From time to time I like to take a little break from posting on current collections to delve into Museum storage and dig up some treasures from seasons past. So today I'm looking at the beautiful cleansing oil collection designed by Japanese artist Ai Yamaguchi for Shu in the spring of 2004.
This one was procured from the now closed Shu boutique in New York City. I had decided after they had sold out everywhere that I wanted to collect all of the bottles. I explained to the salesperson my dilemma and she gave me this empty bottle for free. How awesome is that?
Finally, we have the Fresh cleansing oil, which I stupidly actually USED and the bottle isn't in as great condition as it should be, since it sat on my bathroom sink and was exposed to steam. Of course, this was back in 2004 before I had the idea for the Museum and hadn't yet thought to keep collectibles in mint condition.
She looks so pensive. What is going through her head?
Sadly, I am missing the green Premium oil seen in the upper left of this stock photo. I believe it was an Asian exclusive and I wasn't aware of it. I've been scouring E-bay for years with no luck. :(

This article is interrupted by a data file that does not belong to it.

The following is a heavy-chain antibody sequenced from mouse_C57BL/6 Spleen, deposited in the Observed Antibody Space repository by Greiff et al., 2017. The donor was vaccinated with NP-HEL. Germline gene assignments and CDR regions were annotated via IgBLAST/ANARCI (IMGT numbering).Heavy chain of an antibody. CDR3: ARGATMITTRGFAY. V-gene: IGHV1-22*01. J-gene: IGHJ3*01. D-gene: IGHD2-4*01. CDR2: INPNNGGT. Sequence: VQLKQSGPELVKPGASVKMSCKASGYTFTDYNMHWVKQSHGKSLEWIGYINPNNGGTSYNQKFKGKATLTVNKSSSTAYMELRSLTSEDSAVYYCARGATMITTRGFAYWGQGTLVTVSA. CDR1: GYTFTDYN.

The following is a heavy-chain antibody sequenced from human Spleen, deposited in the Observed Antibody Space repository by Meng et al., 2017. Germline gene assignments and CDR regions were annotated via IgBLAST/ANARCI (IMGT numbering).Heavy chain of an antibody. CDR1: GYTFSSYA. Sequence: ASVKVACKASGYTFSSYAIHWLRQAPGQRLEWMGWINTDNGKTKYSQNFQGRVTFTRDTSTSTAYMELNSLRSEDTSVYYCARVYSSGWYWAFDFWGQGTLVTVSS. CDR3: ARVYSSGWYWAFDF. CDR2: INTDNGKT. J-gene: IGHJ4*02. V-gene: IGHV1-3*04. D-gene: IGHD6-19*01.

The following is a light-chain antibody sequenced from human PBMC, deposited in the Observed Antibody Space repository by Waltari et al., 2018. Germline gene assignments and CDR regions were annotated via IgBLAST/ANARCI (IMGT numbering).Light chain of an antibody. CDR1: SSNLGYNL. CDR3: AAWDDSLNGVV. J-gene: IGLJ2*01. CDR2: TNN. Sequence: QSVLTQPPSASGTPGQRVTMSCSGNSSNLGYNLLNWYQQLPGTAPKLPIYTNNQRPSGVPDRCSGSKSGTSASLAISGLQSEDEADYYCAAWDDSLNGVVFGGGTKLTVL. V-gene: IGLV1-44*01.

A Shell and Then I Am, 2003:
This print, Hanasu Koto Wa Kono Yama Hodo, 2008:
There's also this stunning mural at the (also now-closed) San Francisco Shu boutique, completed in 2009.
After reading more about her work I realized that the girls pictured on the bottles did not look pensive, as I originally thought, but were meant to express "worry, sadness and confusion." According to Icon Magazine, Yamaguchi "creates a fictitious world based on the lives of courtesans working in brothels during Japan’s Edo period (1600-1868 AD). Yamaguchi has created nine imaginary characters – girls aged between nine and ten sold into prostitution by their impoverished parents. She depicts them while off duty...Stylistically, Yamaguchi’s work is inspired by the Ukiyo-e ('pictures of the floating world') woodblock prints of the Edo period – which often glamorised the working lives of prostitutes – but is also influenced by contemporary Japanese Anime illustration." Sheesh. I thought the girls were just carefree schoolgirls frolicking half-naked in a bucolic paradise surrounded by pretty butterflies and turtles and flowers. Then I read that the poor things are actually child prostitutes! That kind of puts a damper on things, no? The book Warriors of Art: A Guide to Contemporary Japanese Artists claims, "rather than reflect on the misfortune of the group of nine girls or on the debauchery of their surroundings, Yamaguchi concentrates on the simple daily details of their lives as they relax and play against a backdrop of changing seasons." Still, while I love the artwork itself, I'm less enamored of the underlying theme.
Yamaguchi went on to create another series of cleansing oils for Shu in 2005...but that's another post. ;)